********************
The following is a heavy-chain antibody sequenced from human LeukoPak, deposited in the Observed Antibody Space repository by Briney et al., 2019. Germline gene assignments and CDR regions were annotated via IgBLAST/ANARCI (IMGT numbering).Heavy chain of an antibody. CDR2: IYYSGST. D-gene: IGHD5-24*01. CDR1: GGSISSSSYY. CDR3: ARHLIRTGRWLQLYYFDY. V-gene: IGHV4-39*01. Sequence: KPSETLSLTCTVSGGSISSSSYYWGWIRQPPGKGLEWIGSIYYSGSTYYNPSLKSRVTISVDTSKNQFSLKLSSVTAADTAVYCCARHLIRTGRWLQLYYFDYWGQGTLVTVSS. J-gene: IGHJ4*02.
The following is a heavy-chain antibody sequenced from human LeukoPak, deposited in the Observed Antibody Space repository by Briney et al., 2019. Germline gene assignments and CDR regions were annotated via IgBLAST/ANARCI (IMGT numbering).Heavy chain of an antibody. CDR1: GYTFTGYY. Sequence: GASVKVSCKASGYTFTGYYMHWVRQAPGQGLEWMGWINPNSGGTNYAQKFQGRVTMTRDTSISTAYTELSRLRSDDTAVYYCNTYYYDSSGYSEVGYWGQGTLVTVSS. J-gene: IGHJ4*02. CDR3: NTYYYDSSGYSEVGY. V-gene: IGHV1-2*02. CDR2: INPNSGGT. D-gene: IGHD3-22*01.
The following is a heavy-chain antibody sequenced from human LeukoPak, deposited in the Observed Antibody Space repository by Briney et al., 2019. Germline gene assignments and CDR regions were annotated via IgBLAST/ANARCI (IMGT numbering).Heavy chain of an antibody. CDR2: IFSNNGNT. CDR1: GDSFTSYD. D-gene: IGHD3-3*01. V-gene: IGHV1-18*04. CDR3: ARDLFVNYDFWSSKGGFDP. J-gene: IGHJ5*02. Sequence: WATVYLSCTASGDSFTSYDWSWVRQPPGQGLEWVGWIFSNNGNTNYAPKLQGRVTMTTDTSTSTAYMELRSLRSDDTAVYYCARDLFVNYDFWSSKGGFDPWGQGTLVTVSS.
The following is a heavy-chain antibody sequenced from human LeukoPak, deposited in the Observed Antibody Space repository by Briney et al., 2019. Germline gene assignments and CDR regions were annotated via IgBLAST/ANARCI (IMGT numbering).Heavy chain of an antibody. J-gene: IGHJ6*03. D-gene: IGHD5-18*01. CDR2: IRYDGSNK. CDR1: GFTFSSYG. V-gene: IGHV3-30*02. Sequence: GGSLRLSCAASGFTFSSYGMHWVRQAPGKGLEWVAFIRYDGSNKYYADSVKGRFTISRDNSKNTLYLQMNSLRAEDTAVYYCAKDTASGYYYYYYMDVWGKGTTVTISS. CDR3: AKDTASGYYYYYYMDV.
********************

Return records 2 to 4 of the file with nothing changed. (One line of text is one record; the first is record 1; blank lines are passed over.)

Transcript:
The following is a heavy-chain antibody sequenced from human LeukoPak, deposited in the Observed Antibody Space repository by Briney et al., 2019. Germline gene assignments and CDR regions were annotated via IgBLAST/ANARCI (IMGT numbering).Heavy chain of an antibody. CDR1: GYTFTGYY. Sequence: GASVKVSCKASGYTFTGYYMHWVRQAPGQGLEWMGWINPNSGGTNYAQKFQGRVTMTRDTSISTAYTELSRLRSDDTAVYYCNTYYYDSSGYSEVGYWGQGTLVTVSS. J-gene: IGHJ4*02. CDR3: NTYYYDSSGYSEVGY. V-gene: IGHV1-2*02. CDR2: INPNSGGT. D-gene: IGHD3-22*01.
The following is a heavy-chain antibody sequenced from human LeukoPak, deposited in the Observed Antibody Space repository by Briney et al., 2019. Germline gene assignments and CDR regions were annotated via IgBLAST/ANARCI (IMGT numbering).Heavy chain of an antibody. CDR2: IFSNNGNT. CDR1: GDSFTSYD. D-gene: IGHD3-3*01. V-gene: IGHV1-18*04. CDR3: ARDLFVNYDFWSSKGGFDP. J-gene: IGHJ5*02. Sequence: WATVYLSCTASGDSFTSYDWSWVRQPPGQGLEWVGWIFSNNGNTNYAPKLQGRVTMTTDTSTSTAYMELRSLRSDDTAVYYCARDLFVNYDFWSSKGGFDPWGQGTLVTVSS.
The following is a heavy-chain antibody sequenced from human LeukoPak, deposited in the Observed Antibody Space repository by Briney et al., 2019. Germline gene assignments and CDR regions were annotated via IgBLAST/ANARCI (IMGT numbering).Heavy chain of an antibody. J-gene: IGHJ6*03. D-gene: IGHD5-18*01. CDR2: IRYDGSNK. CDR1: GFTFSSYG. V-gene: IGHV3-30*02. Sequence: GGSLRLSCAASGFTFSSYGMHWVRQAPGKGLEWVAFIRYDGSNKYYADSVKGRFTISRDNSKNTLYLQMNSLRAEDTAVYYCAKDTASGYYYYYYMDVWGKGTTVTISS. CDR3: AKDTASGYYYYYYMDV.